- by Floyd Kermode
- The Guardian
- Issue #1947
Hugh Laurie as an ambitious, cynical minister in a Tory government.
Hands up who likes a good political scandal! Nobody? Fair enough, we are kind of drowning in them. Hands up who likes a good political scandal on TV? A sea of hands! Well, fair enough, fictional politics can be fun, and cheering or booing fictional politicians is infinitely more enjoyable than cheering or booing the real thing. Actual politicians are much less photogenic and witty than dramatised ones, and they can literally kill us. Hands up who thinks the British do the best scandals? Keep the hands up if you like Hugh Laurie – the guy who went from being the comedy goon in Blackadder to being widely respected and wildly successful in his semi-serious role in House. Alright, your arms are probably tired by now, you can put them down.
Myself, I like a good small screen political scandal. Lenin said that bourgeois parliaments were “a means of duping the workers, and phrases about democracy are used to cover up financial swindling and every kind of bribery,” and it’s fun to see that sort of thing at least get some comeuppance even if only on TV.
Well, fans of screen UK political scandals and Hugh Laurie have I got a scandal or two for you!
Roadkill stars Laurie as an ambitious, cynical minister in a Tory government led by a terrifyingly bland female PM who seems to be trying to combine Theresa May and Margaret Thatcher. Laurie is a “man of the people” sort of Tory, who grew up poor and has strong opinions about how to reform the justice system (radically, especially for a conservative, he thinks they lock too many people up). As the series opens, he’s just survived a court trial for perjury because he’s been lying about his whereabouts whilst looking for some serious far-right money in the US. Luckily for him, a witness has been leaned on.
Another problem for Laurie is that he has a habit of being serially unfaithful to his wife and has a daughter he fathered with a supermarket cashier. The daughter is in that justice system as a prisoner. Naturally, the prison is run by a fairly evil private company who have no compunction in leaning on the daughter to get to her father. So the action is fairly evenly divided. Between a brave lawyer who was on Laurie’s defence team, but has a conscience, and the daughter’s troubles in getting in contact with her father and surviving the prison. Cameos are made by other members of Laurie’s troubled family; His two other daughters, from his marriage, who are traumatised by and hostile to their neglectful father, and a wife who’d like to pretend nothing’s wrong. What complicates matters is that one of Laurie’s daughters from his marriage won’t let matters rest, and insists on confronting her parents about Laurie’s philandering.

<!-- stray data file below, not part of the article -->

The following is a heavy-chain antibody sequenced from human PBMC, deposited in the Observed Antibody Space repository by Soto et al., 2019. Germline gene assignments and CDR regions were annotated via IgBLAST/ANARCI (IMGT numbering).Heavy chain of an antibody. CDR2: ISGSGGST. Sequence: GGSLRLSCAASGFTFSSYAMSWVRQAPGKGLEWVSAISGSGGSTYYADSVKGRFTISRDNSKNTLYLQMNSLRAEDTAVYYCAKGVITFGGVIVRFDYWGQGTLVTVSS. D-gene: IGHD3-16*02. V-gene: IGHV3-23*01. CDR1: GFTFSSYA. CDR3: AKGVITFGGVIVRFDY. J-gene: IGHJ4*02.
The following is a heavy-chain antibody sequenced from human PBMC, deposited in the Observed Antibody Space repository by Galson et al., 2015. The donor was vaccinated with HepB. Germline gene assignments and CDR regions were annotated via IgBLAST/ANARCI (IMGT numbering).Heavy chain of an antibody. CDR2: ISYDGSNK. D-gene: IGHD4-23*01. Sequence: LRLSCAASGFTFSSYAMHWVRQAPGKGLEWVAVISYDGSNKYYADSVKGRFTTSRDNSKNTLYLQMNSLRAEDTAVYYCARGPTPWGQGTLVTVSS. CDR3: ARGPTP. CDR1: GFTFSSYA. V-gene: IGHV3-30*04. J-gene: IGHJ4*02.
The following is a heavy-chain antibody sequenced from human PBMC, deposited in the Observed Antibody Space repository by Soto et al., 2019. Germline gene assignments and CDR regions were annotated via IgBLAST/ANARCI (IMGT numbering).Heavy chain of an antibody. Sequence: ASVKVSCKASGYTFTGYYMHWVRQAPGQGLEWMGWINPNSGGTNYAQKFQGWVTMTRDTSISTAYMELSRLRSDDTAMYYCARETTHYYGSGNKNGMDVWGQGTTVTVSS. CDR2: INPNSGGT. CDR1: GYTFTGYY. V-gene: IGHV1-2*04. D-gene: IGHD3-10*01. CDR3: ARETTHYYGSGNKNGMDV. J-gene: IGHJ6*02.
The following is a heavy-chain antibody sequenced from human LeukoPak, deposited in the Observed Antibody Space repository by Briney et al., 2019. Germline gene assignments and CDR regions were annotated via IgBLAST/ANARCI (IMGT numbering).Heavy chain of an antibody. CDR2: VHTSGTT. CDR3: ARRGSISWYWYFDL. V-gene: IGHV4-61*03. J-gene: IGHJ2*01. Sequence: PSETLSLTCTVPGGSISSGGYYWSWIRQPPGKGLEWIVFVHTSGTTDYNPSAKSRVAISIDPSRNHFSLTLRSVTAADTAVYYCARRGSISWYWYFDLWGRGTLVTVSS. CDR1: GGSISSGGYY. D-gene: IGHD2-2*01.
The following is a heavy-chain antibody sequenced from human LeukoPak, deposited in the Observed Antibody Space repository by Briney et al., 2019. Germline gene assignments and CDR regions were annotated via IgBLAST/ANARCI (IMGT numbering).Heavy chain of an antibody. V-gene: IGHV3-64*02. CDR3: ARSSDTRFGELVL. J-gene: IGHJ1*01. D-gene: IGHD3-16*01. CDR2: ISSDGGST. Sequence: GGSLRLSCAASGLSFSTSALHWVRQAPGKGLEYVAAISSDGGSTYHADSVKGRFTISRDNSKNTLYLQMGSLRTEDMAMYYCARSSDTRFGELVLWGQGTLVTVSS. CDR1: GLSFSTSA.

Will Laurie outmanoeuvre the PM? Will he survive the various potential scandals brewing? Will the plucky lawyer prove that he perjured himself? Will the press find out about his illegitimate daughter? What about the dodgy financial doings that depend on his wife’s cooperation?
The series is, in case you haven’t worked it out yet, a bit twee and quite contrived. For a start, at a time when PM Boris Johnson doesn’t know how many children he has, it’s more than a little old fashioned to ask us to believe that Hugh Laurie’s fictional daughter really needs to trouble his political career at all. It’s commendable, I suppose, that the lawyer who helped Laurie win his perjury case should care about finding out the real truth after that case is done and dusted but it’s also less believable than anything in “Harry Potter,” and this show doesn’t make me want to believe it. If that wasn’t enough, Laurie has even more on his plate romantically. Laurie has a mistress in Roadkill who played the Danish PM in the Scandinavian political drama Borgen. She is dissatisfied with her role as Hugh Laurie’s occasional bit of “stress relief.” And while it is completely plausible for a self-serving MP to have “a bit on the side,” it is less plausible that every other minor character in Roadkill is having it off with another minor character in between dramatic revelations. You start to wonder if there’s something in the English water supply!
Another thing which makes Roadkill nowhere near the treat that the original UK House of Cards was, is that the script, by respected British playwright David Hare, often seems designed for the stage rather than the screen. Time after time, characters deliver lengthy monologues at each other which would have a theatre audience applauding or at least nodding admiringly, but which in real life and, more importantly, in modern TV, someone else would interrupt. We are long past the days when TV was mostly just stage plays on video. Roadkill had me thinking: Hare should go and write more stage plays and leave television to someone who knows there’s a difference between the two.
So will you enjoy it? Well, it’s not all bad news. Hugh Laurie is very convincing as a politician who still has a resentment of the born-to-rule types who dominate British politics and especially the Tory party. It is refreshing to have a main character who isn’t simply evil or nice, but three dimensional. There’s a fair amount of suspense as we wonder if one of Hugh’s various scandals will trip him up, and if he’ll get away with it all somehow. The series is screaming for a sequel, with large amount of plot threads still unresolved at the end – it could only be more sequel begging if they tied Hugh Laurie to some railway tracks and left the viewer with credits reading “To be continued …” at the very end.
All up, I give Roadkill a six out of ten and commend it to viewers who have already finished Borgen and don’t have the energy to go and find the original House of Cards.